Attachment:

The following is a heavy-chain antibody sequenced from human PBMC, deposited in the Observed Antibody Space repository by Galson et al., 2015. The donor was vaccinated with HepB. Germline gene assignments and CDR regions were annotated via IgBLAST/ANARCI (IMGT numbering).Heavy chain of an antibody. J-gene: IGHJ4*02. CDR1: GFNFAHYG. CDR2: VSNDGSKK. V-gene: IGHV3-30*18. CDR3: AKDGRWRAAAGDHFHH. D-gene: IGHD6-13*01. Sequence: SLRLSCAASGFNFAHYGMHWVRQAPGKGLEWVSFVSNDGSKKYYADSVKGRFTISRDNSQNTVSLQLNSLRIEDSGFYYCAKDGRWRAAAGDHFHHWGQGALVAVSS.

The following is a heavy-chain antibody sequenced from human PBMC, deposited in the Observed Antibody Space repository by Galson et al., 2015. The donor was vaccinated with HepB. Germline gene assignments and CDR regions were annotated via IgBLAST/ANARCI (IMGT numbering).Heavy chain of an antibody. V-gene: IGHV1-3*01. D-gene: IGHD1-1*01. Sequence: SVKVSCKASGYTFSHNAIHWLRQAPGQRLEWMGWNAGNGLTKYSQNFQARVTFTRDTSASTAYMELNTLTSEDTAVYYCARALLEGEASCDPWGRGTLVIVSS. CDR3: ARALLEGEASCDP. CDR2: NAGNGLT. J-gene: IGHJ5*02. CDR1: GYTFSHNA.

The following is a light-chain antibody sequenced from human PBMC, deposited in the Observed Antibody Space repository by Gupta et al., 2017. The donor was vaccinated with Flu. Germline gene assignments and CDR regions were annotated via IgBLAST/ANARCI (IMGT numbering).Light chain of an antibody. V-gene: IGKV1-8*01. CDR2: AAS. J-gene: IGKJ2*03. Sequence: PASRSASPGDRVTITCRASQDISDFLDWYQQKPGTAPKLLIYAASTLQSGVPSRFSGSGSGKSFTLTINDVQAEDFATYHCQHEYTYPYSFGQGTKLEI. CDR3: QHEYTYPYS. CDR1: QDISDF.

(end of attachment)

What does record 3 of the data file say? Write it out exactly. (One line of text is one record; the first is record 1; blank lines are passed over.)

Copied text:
The following is a light-chain antibody sequenced from human PBMC, deposited in the Observed Antibody Space repository by Gupta et al., 2017. The donor was vaccinated with Flu. Germline gene assignments and CDR regions were annotated via IgBLAST/ANARCI (IMGT numbering).Light chain of an antibody. V-gene: IGKV1-8*01. CDR2: AAS. J-gene: IGKJ2*03. Sequence: PASRSASPGDRVTITCRASQDISDFLDWYQQKPGTAPKLLIYAASTLQSGVPSRFSGSGSGKSFTLTINDVQAEDFATYHCQHEYTYPYSFGQGTKLEI. CDR3: QHEYTYPYS. CDR1: QDISDF.